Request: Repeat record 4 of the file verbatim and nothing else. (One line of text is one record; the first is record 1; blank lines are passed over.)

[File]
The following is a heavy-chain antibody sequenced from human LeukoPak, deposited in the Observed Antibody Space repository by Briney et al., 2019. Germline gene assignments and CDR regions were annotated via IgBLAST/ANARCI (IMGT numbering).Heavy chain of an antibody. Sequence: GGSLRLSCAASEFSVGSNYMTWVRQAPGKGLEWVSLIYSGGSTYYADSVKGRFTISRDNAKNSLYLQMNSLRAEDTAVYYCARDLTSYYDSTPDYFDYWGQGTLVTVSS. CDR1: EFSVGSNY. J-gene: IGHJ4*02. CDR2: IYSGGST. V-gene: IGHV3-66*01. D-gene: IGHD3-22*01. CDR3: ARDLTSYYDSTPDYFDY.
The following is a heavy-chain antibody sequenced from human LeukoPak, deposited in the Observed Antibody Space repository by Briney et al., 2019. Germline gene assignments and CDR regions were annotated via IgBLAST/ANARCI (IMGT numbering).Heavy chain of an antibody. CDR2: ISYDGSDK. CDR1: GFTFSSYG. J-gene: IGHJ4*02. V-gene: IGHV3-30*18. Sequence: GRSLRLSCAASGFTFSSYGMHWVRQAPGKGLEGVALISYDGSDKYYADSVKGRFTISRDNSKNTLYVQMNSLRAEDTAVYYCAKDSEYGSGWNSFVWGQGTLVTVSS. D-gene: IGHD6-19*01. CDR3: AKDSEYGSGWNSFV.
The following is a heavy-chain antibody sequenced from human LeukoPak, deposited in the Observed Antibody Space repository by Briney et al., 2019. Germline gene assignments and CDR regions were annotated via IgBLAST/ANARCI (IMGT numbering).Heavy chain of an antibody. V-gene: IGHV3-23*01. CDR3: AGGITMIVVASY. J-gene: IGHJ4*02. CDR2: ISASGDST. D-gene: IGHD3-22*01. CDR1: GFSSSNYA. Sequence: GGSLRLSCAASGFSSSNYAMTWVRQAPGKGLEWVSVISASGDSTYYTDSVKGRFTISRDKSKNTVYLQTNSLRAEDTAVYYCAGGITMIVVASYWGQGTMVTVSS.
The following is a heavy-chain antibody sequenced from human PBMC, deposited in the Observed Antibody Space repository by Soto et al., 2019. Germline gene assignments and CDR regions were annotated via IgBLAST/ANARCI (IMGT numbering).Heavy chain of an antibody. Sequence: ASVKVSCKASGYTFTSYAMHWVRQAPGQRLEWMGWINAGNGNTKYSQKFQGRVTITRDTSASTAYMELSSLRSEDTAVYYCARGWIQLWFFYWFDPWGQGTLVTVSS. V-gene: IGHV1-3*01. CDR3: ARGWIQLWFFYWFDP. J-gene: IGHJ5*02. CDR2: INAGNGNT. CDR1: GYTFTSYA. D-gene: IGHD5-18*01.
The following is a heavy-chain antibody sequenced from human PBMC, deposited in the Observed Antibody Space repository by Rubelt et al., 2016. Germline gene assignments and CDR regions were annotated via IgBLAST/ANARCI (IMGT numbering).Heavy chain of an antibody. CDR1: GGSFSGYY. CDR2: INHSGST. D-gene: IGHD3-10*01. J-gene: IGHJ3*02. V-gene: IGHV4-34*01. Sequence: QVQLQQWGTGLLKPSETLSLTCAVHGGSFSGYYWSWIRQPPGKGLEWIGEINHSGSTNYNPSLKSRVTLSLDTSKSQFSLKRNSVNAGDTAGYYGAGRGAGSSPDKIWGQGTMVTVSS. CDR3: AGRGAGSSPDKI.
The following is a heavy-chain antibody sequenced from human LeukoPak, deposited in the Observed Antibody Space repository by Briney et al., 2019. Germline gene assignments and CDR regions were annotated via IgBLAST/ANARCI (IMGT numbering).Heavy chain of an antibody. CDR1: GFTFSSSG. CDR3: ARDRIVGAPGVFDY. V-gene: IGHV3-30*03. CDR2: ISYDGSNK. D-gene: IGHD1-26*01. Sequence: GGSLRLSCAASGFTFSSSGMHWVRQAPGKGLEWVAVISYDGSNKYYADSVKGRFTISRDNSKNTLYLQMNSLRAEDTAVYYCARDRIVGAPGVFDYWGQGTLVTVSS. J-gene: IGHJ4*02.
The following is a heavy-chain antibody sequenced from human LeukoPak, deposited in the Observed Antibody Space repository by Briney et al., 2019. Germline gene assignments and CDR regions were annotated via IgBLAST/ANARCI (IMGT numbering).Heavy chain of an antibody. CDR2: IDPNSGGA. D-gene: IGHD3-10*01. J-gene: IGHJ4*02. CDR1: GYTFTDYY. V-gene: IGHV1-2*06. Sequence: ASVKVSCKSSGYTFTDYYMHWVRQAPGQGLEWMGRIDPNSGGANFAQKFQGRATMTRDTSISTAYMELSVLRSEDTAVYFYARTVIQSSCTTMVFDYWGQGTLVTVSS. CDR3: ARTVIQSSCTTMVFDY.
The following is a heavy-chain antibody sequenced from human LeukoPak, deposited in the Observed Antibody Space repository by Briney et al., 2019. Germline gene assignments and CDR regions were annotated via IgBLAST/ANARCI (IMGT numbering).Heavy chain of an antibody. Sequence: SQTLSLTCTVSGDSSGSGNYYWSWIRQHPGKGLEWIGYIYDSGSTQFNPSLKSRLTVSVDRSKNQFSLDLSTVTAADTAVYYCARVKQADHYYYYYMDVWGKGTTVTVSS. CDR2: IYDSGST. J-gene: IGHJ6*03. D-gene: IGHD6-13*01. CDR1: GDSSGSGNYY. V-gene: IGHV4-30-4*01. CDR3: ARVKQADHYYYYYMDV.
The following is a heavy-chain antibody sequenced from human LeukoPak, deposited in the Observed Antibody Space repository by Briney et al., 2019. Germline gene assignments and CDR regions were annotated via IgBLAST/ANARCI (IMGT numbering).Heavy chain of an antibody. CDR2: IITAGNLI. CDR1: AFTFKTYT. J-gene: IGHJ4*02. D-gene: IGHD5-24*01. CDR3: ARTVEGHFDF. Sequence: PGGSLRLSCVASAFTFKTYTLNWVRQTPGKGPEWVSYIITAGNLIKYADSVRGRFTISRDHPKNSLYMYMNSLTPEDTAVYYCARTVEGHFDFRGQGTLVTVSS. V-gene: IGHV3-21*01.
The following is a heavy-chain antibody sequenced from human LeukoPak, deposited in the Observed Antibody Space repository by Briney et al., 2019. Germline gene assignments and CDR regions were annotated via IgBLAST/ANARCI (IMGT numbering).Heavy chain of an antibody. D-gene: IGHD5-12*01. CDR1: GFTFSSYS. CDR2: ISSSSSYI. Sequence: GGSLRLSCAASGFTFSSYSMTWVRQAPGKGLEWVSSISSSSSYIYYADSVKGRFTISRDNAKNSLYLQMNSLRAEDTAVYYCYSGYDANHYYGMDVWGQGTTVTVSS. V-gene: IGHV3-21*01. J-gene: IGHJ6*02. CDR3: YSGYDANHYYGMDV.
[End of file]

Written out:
The following is a heavy-chain antibody sequenced from human PBMC, deposited in the Observed Antibody Space repository by Soto et al., 2019. Germline gene assignments and CDR regions were annotated via IgBLAST/ANARCI (IMGT numbering).Heavy chain of an antibody. Sequence: ASVKVSCKASGYTFTSYAMHWVRQAPGQRLEWMGWINAGNGNTKYSQKFQGRVTITRDTSASTAYMELSSLRSEDTAVYYCARGWIQLWFFYWFDPWGQGTLVTVSS. V-gene: IGHV1-3*01. CDR3: ARGWIQLWFFYWFDP. J-gene: IGHJ5*02. CDR2: INAGNGNT. CDR1: GYTFTSYA. D-gene: IGHD5-18*01.